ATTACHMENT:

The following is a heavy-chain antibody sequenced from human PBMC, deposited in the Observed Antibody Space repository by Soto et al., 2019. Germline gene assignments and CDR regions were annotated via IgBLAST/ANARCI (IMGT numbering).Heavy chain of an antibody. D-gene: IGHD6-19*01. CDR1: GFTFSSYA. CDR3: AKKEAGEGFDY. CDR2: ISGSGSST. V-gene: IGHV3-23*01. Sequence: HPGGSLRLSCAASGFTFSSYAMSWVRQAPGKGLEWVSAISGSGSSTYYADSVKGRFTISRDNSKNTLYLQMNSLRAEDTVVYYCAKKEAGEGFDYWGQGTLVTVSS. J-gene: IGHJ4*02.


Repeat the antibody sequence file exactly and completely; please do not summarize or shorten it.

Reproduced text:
The following is a heavy-chain antibody sequenced from human PBMC, deposited in the Observed Antibody Space repository by Soto et al., 2019. Germline gene assignments and CDR regions were annotated via IgBLAST/ANARCI (IMGT numbering).Heavy chain of an antibody. D-gene: IGHD6-19*01. CDR1: GFTFSSYA. CDR3: AKKEAGEGFDY. CDR2: ISGSGSST. V-gene: IGHV3-23*01. Sequence: HPGGSLRLSCAASGFTFSSYAMSWVRQAPGKGLEWVSAISGSGSSTYYADSVKGRFTISRDNSKNTLYLQMNSLRAEDTVVYYCAKKEAGEGFDYWGQGTLVTVSS. J-gene: IGHJ4*02.